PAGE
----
6. says

    Hey, just wanted to register my appreciation for this! It’s helping me revise for an Ancient Ethics exam – and easing my guilt of doing the housework/other chores when I’m meant to be studying!

  7. Snir Hordan says

    It seems like by Socrates definitions and the reoccuring theme of his reasoning that if what one “conventionally” means by “harm” is done to an individual, and produces “good” results (i.e. makes them more disciplined, well behaved, perhaps even more just), than it isn’t actually harm that was done.

    I think that there is some repression going on when you “harm” someone when you supposedly make them more disciplined in the sense that you are causing them to be more depressed and have a lower value of themselves when you do that. Now there must be some discipline in order for a society to function, but relating back to the Nietzsche discussion, I believe that individuals should have the right to express themselves and “channel their aggression” (Robert Greeene) in order to have a healthy psychic and not have some mental dysfunction problems.
    Ethics comes into this when you realize that “harming” someone in the terms mentioned does correlate to the means of doing some emotional damage.Now, on the contrary, you could say, oh, it’s not harming anyone but it’s good for them so they develop this discipline or whatever you call it. There is no purpose in doing it in a harmful way. One can inspire rather than “discipline” and show the student the effects of the studies, show them some influential figures that have risen from the position the student is currently in to a high-level position and so on.
    In my view it’s a law of human nature that whoever is disciplined by someone will want to revenge in some way. The repression of this urge will make the person “tied” psychologically since a person has to show out his feelings. Now rather showing the young adult an ideal or giving him a brighter view of himself and his future ought to make things better without “harm”.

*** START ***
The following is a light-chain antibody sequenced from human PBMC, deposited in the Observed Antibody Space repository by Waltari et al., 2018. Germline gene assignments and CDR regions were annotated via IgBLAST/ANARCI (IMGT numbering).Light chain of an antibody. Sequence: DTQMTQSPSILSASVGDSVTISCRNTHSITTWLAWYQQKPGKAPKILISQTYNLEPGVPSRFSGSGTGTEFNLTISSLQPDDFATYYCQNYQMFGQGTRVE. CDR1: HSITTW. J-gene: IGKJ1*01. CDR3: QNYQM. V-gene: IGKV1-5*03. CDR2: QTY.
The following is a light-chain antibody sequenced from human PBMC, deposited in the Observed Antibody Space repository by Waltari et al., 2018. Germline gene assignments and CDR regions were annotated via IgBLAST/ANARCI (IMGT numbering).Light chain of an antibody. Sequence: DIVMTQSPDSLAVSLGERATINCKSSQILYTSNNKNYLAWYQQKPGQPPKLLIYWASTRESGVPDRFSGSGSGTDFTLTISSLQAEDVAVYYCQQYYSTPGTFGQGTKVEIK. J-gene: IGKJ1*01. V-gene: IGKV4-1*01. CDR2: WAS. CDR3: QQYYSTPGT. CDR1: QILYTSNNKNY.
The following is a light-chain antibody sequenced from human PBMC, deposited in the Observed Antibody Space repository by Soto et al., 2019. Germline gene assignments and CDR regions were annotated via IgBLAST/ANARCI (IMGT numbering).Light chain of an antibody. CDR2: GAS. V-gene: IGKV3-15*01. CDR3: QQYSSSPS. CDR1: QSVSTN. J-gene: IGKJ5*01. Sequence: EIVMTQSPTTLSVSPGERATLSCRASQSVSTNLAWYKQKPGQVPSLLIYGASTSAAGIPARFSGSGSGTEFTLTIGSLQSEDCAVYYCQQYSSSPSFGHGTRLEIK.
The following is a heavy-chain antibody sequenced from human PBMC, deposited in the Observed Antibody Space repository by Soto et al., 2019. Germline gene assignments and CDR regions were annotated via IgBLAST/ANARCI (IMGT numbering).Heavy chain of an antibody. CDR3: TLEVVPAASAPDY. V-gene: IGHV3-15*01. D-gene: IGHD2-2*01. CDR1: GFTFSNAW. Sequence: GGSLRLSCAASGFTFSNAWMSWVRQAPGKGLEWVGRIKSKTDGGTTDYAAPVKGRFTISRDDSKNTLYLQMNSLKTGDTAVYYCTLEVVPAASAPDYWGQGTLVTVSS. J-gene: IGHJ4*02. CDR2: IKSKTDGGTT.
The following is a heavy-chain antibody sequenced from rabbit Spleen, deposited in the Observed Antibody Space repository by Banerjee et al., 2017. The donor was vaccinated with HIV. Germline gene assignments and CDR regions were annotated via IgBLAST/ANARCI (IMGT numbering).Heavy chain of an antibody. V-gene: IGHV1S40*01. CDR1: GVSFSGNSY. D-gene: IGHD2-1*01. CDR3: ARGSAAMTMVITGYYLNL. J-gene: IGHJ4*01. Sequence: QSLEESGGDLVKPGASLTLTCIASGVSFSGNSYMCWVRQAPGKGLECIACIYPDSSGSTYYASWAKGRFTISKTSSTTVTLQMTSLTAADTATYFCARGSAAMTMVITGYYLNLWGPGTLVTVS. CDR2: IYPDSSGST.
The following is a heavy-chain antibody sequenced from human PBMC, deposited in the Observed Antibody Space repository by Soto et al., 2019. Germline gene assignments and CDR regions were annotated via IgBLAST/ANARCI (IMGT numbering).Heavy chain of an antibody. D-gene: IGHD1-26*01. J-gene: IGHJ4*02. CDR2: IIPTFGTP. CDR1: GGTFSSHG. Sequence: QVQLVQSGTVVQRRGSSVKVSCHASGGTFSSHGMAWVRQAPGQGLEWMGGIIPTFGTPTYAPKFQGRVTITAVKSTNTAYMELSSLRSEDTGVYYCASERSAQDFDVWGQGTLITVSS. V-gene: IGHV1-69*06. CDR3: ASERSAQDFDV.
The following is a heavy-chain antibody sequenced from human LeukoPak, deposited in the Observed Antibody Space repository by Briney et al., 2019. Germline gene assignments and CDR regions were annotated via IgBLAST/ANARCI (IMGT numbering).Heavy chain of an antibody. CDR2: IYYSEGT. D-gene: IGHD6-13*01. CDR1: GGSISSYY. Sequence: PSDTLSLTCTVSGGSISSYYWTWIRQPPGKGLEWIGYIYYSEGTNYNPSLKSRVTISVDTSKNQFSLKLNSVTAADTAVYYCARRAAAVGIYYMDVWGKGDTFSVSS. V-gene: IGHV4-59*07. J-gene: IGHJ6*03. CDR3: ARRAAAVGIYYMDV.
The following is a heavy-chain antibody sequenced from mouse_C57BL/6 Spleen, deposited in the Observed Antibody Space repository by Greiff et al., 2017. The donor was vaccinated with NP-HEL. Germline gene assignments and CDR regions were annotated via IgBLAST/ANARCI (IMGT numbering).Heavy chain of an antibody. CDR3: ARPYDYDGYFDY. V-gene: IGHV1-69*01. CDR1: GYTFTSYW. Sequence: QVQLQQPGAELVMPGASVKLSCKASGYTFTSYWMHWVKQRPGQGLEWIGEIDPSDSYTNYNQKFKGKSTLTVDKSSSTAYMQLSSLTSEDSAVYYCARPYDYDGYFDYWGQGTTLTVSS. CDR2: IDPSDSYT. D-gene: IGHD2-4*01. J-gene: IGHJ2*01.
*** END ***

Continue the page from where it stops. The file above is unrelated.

8. Joan Brown says

    I can’t seem to get past why the issue of ‘eugenics'( in any form, truly, but my perspective comes from my background as an advocate/educational consultant for people with disabilities) is so lightly passed over and/or rationalized when discussing the utopian society? I have not read the book, and so do wonder if this is the case in the writing of Plato.
    Can you tell me?

    • Profile photo of Mark Linsenmayer says

      This eugenics issue came up in the feminism ep too. If we breeze over or make light of an issue like this, or slavery (in the Foucault episode), or racism or totalitarianism or whatever, it’s because these are clearly not live moral issues for us or, presumably, you listeners. I don’t think there was any rationalizing of this; it’s just evil. At the same time, that doesn’t mean we have to ignore the rest of what someone with an evil view in some area has to say about the rest of it, or if the evil view betrays some fundamental flaw that goes through the rest of the person’s thinking, we can still get something out of it as a historical lesson. I’ve not made up my mind whether any kind of utopianism is coherent w/o some kind of reprogramming or eugenics or something like that… if people being fundamentally crappy is going to muck up any utopia, and any potential methods for changing it are rightly off the table, then that makes the view pretty hopeless. In the case of Plato’s Republic, the viability of his utopia is of secondary interest to me when compared with his take on the conflicted human soul and all that, though even that is pretty naive and oversimplified.